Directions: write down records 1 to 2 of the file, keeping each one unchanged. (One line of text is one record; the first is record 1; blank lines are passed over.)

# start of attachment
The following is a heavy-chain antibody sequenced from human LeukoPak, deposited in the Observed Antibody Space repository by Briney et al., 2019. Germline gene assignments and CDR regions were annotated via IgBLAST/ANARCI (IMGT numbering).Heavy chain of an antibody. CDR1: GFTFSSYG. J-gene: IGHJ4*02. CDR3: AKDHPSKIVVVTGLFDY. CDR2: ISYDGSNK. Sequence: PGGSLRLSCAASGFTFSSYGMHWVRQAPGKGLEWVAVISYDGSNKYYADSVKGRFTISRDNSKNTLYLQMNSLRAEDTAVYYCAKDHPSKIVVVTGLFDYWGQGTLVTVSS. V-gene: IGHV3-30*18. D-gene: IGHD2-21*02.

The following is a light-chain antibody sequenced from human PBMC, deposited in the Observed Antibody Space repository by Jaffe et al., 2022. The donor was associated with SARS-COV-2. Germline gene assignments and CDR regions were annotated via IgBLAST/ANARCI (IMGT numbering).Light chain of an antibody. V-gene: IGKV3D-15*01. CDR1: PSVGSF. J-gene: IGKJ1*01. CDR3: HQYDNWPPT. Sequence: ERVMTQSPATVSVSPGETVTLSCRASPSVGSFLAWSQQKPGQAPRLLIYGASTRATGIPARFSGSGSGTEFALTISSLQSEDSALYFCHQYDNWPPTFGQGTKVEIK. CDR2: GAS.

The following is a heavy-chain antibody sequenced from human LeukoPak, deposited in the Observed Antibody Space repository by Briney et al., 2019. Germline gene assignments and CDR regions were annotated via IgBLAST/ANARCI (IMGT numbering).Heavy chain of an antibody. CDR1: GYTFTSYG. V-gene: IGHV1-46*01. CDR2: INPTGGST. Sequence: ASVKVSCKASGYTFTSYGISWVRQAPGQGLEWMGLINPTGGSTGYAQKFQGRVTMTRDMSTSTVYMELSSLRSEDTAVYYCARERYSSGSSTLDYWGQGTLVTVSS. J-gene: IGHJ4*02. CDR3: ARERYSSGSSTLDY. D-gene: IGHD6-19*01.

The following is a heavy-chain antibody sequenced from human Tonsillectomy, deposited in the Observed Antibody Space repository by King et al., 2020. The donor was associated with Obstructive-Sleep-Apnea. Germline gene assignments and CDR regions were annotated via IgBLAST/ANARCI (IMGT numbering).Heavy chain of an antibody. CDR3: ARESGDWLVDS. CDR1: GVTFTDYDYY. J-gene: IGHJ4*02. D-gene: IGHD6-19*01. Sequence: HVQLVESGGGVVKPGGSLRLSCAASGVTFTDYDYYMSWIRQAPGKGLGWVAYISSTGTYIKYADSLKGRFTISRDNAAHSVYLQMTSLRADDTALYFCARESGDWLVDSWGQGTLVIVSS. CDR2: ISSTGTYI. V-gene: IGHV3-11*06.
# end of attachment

The following is a heavy-chain antibody sequenced from human LeukoPak, deposited in the Observed Antibody Space repository by Briney et al., 2019. Germline gene assignments and CDR regions were annotated via IgBLAST/ANARCI (IMGT numbering).Heavy chain of an antibody. CDR1: GFTFSSYG. J-gene: IGHJ4*02. CDR3: AKDHPSKIVVVTGLFDY. CDR2: ISYDGSNK. Sequence: PGGSLRLSCAASGFTFSSYGMHWVRQAPGKGLEWVAVISYDGSNKYYADSVKGRFTISRDNSKNTLYLQMNSLRAEDTAVYYCAKDHPSKIVVVTGLFDYWGQGTLVTVSS. V-gene: IGHV3-30*18. D-gene: IGHD2-21*02.

The following is a light-chain antibody sequenced from human PBMC, deposited in the Observed Antibody Space repository by Jaffe et al., 2022. The donor was associated with SARS-COV-2. Germline gene assignments and CDR regions were annotated via IgBLAST/ANARCI (IMGT numbering).Light chain of an antibody. V-gene: IGKV3D-15*01. CDR1: PSVGSF. J-gene: IGKJ1*01. CDR3: HQYDNWPPT. Sequence: ERVMTQSPATVSVSPGETVTLSCRASPSVGSFLAWSQQKPGQAPRLLIYGASTRATGIPARFSGSGSGTEFALTISSLQSEDSALYFCHQYDNWPPTFGQGTKVEIK. CDR2: GAS.